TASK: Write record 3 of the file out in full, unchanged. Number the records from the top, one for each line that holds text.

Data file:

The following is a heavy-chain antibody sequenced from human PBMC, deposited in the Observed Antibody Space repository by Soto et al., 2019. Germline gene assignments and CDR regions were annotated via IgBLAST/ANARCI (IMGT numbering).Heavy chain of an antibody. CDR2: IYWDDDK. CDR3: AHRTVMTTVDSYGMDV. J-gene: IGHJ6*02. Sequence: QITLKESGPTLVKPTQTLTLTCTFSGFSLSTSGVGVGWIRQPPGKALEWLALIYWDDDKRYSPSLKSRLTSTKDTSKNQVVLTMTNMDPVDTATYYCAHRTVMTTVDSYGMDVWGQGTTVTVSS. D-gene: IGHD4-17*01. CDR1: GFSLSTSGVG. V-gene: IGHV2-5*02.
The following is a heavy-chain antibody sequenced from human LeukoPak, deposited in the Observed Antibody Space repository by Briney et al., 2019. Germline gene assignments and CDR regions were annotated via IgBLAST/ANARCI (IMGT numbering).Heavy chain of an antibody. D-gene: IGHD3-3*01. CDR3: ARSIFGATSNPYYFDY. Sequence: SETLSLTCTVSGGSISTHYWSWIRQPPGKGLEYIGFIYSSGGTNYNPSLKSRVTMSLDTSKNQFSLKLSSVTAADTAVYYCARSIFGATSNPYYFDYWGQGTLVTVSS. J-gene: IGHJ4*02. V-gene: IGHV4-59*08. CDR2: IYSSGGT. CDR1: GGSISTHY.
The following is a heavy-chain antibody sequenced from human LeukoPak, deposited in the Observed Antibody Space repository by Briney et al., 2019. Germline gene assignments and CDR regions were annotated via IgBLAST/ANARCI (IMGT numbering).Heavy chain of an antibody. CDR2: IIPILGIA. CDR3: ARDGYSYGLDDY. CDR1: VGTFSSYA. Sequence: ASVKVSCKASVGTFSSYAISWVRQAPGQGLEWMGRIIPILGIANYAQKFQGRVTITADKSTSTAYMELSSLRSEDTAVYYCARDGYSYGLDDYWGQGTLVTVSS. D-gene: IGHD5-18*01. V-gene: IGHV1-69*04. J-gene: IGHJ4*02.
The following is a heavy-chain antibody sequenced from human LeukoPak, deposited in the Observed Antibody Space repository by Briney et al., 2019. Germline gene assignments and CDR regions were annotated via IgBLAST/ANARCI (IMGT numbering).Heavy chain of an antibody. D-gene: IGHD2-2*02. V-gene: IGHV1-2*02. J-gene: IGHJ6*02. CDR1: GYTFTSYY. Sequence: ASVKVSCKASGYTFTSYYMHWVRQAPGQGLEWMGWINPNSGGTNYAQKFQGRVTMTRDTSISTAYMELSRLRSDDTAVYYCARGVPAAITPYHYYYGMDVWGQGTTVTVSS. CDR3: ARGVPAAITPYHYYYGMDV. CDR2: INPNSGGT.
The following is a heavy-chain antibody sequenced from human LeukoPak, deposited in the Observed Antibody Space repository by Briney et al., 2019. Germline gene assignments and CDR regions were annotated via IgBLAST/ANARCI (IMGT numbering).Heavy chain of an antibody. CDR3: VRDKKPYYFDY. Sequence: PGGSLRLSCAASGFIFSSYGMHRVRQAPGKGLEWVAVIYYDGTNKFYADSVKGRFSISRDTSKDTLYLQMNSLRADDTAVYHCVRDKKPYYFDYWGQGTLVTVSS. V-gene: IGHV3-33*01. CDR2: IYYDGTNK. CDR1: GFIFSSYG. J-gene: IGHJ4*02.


The following is a heavy-chain antibody sequenced from human LeukoPak, deposited in the Observed Antibody Space repository by Briney et al., 2019. Germline gene assignments and CDR regions were annotated via IgBLAST/ANARCI (IMGT numbering).Heavy chain of an antibody. CDR2: IIPILGIA. CDR3: ARDGYSYGLDDY. CDR1: VGTFSSYA. Sequence: ASVKVSCKASVGTFSSYAISWVRQAPGQGLEWMGRIIPILGIANYAQKFQGRVTITADKSTSTAYMELSSLRSEDTAVYYCARDGYSYGLDDYWGQGTLVTVSS. D-gene: IGHD5-18*01. V-gene: IGHV1-69*04. J-gene: IGHJ4*02.